Record breaking birds in Sheffield
OK. It’s a bit of a hyped-up title. But, there is some truth in it. Yesterday I popped out mid-afternoon. The juvenile Yellow-legged Gull was at Orgreave, but flew off south. Wondering if it might reappear at Rother Valley Country Park, I headed there. No sign on the nature reserve lake, so I headed for the ‘bread zone’ where members of the public feed semi-tame wildfowl. Sitting down to ponder the ferals with an over-expensive ice-cream,
I saw this:
Its one of the great record breakers of the ‘Bird World’. Read on to find out why. Here it is being a bit more identifiable:
OK now guard your reaction! I know. It’s a Bar-headed Goose, Anser indicus. Not a wild bird – in Sheffield. Not interesting. That’s was MY initial reaction. Until a noticed another bird nearby, which, with a bit of quick deduction I realised was a juvenile Bar-headed Goose. A plumage tick (I think?):
Neither bird was ringed. My best guess is that someone who can longer keep them has very recently dropped them off at the ‘bread zone’.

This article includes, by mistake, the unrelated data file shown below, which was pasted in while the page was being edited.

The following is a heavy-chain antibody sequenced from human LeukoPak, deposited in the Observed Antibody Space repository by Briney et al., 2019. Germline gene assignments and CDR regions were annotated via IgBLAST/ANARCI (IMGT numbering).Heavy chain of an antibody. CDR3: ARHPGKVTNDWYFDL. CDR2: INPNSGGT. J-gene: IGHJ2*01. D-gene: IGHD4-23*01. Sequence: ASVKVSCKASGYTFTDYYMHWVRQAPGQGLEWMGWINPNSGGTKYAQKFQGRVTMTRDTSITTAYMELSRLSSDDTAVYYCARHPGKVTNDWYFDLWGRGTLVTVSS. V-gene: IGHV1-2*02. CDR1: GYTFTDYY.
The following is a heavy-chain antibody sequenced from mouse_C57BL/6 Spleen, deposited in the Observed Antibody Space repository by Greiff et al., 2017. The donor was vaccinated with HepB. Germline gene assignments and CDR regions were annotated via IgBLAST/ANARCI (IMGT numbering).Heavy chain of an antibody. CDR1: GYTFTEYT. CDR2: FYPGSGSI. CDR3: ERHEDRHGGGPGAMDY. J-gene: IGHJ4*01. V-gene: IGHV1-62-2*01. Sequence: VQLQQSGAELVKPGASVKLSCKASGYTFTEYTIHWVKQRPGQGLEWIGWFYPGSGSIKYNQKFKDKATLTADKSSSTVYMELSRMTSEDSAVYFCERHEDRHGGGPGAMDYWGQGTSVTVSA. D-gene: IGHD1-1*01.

update: Sheffield’s pie man http://ofpiesandbirds.blogspot.com/ says Bar-headed Geese breed at Queens Park, Chesterfield (next city south of Sheffield).
So whats so great about the Bar-headed Goose. Respect please:
It’s the highest flying migrant bird in the World.
The Bar-headed Goose travels directly over the Himalayas en route between its nesting grounds in Tibet and winter quarters in India (and less frequently Pakistan and Burma). They have been seen flying well above the peak of Mt. Everest at 29,035 ft to maximum recorded of 33,382 feet. Their journey was a featured stories on the documentary: Planet Earth. The journey over the mountains is a difficult one and wind conditions can force the birds backwards where they will rest and try again the next day.
Bar-headed Geese have special adaptations that make them even better at high-flying than other birds. They have a special type of hemoglobin that absorbs oxygen very quickly at high altitudes, and their capillaries penetrate especially deep within their muscles to transfer oxygen to the muscle fibers.
So no tut-tutting or snide comments. This blog post is written in honour of one of the great ‘frontier birds’ and I got to enjoy the presence of a couple of them just down the road yesterday – quite unexpectedly.
The upperpart feathers on the adult are broad and square ended, whereas those of the juvenile are thinner and with more round end, and neat pale fringe. The difference in these feathers is a key method of ageing the ‘grey geese’.